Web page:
(Computerized Tomography, CAT Scan)
Melissa Conrad Stöppler, MD
Melissa Conrad Stöppler, MD, is a U.S. board-certified Anatomic Pathologist with subspecialty training in the fields of Experimental and Molecular Pathology. Dr. Stöppler's educational background includes a BA with Highest Distinction from the University of Virginia and an MD from the University of North Carolina. She completed residency training in Anatomic Pathology at Georgetown University followed by subspecialty fellowship training in molecular diagnostics and experimental pathology.
Charles Patrick Davis, MD, PhD
Dr. Charles "Pat" Davis, MD, PhD, is a board certified Emergency Medicine doctor who currently practices as a consultant and staff member for hospitals. He has a PhD in Microbiology (UT at Austin), and the MD (Univ. Texas Medical Branch, Galveston). He is a Clinical Professor (retired) in the Division of Emergency Medicine, UT Health Science Center at San Antonio, and has been the Chief of Emergency Medicine at UT Medical Branch and at UTHSCSA with over 250 publications.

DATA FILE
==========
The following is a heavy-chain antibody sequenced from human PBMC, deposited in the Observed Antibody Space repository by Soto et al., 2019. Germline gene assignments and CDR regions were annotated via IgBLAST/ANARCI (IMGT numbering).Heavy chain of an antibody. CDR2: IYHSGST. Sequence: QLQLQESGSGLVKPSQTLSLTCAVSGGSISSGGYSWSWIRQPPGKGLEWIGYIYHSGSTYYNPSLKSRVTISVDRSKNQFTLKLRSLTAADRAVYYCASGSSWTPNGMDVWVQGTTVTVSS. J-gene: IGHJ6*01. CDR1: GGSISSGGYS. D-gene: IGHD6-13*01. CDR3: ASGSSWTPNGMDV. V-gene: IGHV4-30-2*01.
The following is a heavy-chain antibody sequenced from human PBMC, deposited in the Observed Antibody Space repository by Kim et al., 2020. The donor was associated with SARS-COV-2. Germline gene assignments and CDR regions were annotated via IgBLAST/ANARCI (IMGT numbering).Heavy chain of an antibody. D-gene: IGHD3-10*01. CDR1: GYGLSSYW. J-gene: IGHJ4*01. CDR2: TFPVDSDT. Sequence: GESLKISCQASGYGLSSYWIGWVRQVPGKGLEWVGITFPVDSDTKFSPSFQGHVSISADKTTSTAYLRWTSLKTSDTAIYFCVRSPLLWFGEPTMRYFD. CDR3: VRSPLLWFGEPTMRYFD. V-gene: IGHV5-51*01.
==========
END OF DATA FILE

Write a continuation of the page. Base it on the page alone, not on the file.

- CT scan facts
- What is a CT scan?
- Why are CT scans performed?
- Are there risks in obtaining a CT scan?
- How does a patient prepare for CT scanning, and how is it performed?
- Patient Comments: CT Scan - Helped With Your Diagnosis
- Patient Comments: CT Scan (Computerized Axial Tomography) - Causes
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CT scan facts
- CT scanning adds X-ray images with the aid of a computer to generate cross-sectional views of anatomy.
- CT scanning can identify normal and abnormal structures and be used to guide procedures.
- CT scanning is painless.
- Iodine-containing contrast material is sometimes used in CT scanning. Patients with a history of allergy to iodine or contrast materials should notify their physicians and radiology staff.
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